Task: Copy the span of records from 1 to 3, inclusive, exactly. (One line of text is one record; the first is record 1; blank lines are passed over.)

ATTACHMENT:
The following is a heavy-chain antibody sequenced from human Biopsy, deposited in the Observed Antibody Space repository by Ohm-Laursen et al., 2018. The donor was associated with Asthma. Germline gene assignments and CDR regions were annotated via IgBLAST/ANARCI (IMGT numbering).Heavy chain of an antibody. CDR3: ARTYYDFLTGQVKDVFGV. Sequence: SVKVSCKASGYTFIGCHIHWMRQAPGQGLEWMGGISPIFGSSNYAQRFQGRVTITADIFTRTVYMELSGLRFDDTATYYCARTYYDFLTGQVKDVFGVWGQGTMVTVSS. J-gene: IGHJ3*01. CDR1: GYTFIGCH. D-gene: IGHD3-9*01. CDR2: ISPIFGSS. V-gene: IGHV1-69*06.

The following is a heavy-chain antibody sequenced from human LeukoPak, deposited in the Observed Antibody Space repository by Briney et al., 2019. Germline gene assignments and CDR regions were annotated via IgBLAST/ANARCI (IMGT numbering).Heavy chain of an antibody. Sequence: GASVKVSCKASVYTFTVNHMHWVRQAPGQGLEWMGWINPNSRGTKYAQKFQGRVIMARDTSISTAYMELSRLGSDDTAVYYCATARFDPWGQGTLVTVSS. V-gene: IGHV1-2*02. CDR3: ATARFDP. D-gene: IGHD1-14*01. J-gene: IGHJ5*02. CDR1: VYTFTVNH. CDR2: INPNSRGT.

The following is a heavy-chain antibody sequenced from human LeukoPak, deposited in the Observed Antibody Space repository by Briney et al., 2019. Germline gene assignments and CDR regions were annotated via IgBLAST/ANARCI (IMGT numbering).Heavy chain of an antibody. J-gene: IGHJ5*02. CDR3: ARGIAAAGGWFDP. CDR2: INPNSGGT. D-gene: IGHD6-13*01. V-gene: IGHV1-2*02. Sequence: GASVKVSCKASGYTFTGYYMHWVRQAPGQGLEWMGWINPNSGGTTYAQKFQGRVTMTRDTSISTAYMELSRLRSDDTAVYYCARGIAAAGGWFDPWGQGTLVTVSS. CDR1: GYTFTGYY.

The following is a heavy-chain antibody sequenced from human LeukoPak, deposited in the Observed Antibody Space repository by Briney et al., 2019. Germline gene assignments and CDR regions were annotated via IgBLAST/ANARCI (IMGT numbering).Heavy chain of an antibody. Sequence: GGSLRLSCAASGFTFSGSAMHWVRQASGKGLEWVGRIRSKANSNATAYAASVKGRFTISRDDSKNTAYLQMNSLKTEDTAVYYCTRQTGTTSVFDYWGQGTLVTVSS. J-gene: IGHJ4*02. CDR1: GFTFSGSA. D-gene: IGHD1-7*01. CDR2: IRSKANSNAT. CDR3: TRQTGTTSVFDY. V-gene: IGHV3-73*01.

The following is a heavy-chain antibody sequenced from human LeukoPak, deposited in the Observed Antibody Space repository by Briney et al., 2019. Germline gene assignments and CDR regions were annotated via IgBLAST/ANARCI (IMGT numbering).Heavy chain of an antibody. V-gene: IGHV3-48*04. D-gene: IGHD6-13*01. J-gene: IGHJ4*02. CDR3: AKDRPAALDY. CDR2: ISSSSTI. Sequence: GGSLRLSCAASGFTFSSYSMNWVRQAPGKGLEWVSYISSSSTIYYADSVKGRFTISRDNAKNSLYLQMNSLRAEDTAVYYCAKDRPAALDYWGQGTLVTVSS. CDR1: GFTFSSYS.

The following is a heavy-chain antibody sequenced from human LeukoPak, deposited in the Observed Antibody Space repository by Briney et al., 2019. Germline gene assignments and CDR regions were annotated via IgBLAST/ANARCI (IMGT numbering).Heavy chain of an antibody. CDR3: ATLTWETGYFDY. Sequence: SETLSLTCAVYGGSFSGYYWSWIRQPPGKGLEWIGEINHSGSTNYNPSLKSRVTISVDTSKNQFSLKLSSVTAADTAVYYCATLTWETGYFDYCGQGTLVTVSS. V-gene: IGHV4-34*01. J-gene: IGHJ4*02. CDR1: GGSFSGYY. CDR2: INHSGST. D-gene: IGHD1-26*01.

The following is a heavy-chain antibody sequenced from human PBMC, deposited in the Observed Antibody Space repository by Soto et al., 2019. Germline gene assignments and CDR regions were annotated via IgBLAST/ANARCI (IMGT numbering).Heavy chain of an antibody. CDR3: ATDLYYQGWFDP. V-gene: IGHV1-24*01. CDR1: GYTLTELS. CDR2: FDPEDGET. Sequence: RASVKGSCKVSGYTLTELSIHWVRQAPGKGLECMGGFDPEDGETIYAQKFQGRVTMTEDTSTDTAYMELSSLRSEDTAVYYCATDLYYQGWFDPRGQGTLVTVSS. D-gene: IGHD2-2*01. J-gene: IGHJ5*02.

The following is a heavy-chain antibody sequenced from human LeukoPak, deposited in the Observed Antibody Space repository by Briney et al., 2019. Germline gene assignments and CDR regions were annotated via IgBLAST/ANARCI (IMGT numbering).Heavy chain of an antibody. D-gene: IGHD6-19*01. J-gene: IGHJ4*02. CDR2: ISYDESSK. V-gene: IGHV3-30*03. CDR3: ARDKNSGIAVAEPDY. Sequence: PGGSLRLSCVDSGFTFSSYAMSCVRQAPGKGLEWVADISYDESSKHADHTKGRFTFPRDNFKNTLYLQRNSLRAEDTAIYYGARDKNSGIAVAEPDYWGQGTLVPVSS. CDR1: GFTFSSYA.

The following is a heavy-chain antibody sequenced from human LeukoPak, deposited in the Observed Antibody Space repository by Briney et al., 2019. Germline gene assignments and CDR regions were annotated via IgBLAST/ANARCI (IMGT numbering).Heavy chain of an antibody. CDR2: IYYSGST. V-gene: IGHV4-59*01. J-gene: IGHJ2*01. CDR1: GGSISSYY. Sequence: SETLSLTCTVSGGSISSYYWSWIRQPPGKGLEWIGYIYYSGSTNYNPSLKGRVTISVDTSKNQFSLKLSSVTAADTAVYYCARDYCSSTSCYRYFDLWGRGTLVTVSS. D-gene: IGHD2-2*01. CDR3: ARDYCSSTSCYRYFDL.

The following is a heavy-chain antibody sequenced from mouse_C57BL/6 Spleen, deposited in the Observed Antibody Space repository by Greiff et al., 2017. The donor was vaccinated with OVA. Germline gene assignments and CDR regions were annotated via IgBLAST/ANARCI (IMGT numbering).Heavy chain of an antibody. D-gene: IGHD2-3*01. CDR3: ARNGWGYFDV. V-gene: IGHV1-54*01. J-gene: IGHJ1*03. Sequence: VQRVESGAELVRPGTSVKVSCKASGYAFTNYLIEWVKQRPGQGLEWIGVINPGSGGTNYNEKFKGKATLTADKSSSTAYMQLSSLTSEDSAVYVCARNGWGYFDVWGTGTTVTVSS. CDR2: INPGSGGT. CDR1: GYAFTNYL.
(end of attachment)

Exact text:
The following is a heavy-chain antibody sequenced from human Biopsy, deposited in the Observed Antibody Space repository by Ohm-Laursen et al., 2018. The donor was associated with Asthma. Germline gene assignments and CDR regions were annotated via IgBLAST/ANARCI (IMGT numbering).Heavy chain of an antibody. CDR3: ARTYYDFLTGQVKDVFGV. Sequence: SVKVSCKASGYTFIGCHIHWMRQAPGQGLEWMGGISPIFGSSNYAQRFQGRVTITADIFTRTVYMELSGLRFDDTATYYCARTYYDFLTGQVKDVFGVWGQGTMVTVSS. J-gene: IGHJ3*01. CDR1: GYTFIGCH. D-gene: IGHD3-9*01. CDR2: ISPIFGSS. V-gene: IGHV1-69*06.

The following is a heavy-chain antibody sequenced from human LeukoPak, deposited in the Observed Antibody Space repository by Briney et al., 2019. Germline gene assignments and CDR regions were annotated via IgBLAST/ANARCI (IMGT numbering).Heavy chain of an antibody. Sequence: GASVKVSCKASVYTFTVNHMHWVRQAPGQGLEWMGWINPNSRGTKYAQKFQGRVIMARDTSISTAYMELSRLGSDDTAVYYCATARFDPWGQGTLVTVSS. V-gene: IGHV1-2*02. CDR3: ATARFDP. D-gene: IGHD1-14*01. J-gene: IGHJ5*02. CDR1: VYTFTVNH. CDR2: INPNSRGT.

The following is a heavy-chain antibody sequenced from human LeukoPak, deposited in the Observed Antibody Space repository by Briney et al., 2019. Germline gene assignments and CDR regions were annotated via IgBLAST/ANARCI (IMGT numbering).Heavy chain of an antibody. J-gene: IGHJ5*02. CDR3: ARGIAAAGGWFDP. CDR2: INPNSGGT. D-gene: IGHD6-13*01. V-gene: IGHV1-2*02. Sequence: GASVKVSCKASGYTFTGYYMHWVRQAPGQGLEWMGWINPNSGGTTYAQKFQGRVTMTRDTSISTAYMELSRLRSDDTAVYYCARGIAAAGGWFDPWGQGTLVTVSS. CDR1: GYTFTGYY.